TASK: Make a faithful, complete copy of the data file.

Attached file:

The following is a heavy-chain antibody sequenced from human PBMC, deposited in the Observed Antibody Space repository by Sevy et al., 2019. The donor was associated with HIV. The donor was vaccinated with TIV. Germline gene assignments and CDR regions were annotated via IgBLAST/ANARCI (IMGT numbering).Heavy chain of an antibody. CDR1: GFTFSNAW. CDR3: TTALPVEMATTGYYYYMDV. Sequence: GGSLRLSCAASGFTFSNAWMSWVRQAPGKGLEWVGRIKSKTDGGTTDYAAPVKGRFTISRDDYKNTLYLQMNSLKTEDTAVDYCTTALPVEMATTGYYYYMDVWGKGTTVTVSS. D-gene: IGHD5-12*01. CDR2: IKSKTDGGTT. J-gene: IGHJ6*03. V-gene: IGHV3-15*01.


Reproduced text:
The following is a heavy-chain antibody sequenced from human PBMC, deposited in the Observed Antibody Space repository by Sevy et al., 2019. The donor was associated with HIV. The donor was vaccinated with TIV. Germline gene assignments and CDR regions were annotated via IgBLAST/ANARCI (IMGT numbering).Heavy chain of an antibody. CDR1: GFTFSNAW. CDR3: TTALPVEMATTGYYYYMDV. Sequence: GGSLRLSCAASGFTFSNAWMSWVRQAPGKGLEWVGRIKSKTDGGTTDYAAPVKGRFTISRDDYKNTLYLQMNSLKTEDTAVDYCTTALPVEMATTGYYYYMDVWGKGTTVTVSS. D-gene: IGHD5-12*01. CDR2: IKSKTDGGTT. J-gene: IGHJ6*03. V-gene: IGHV3-15*01.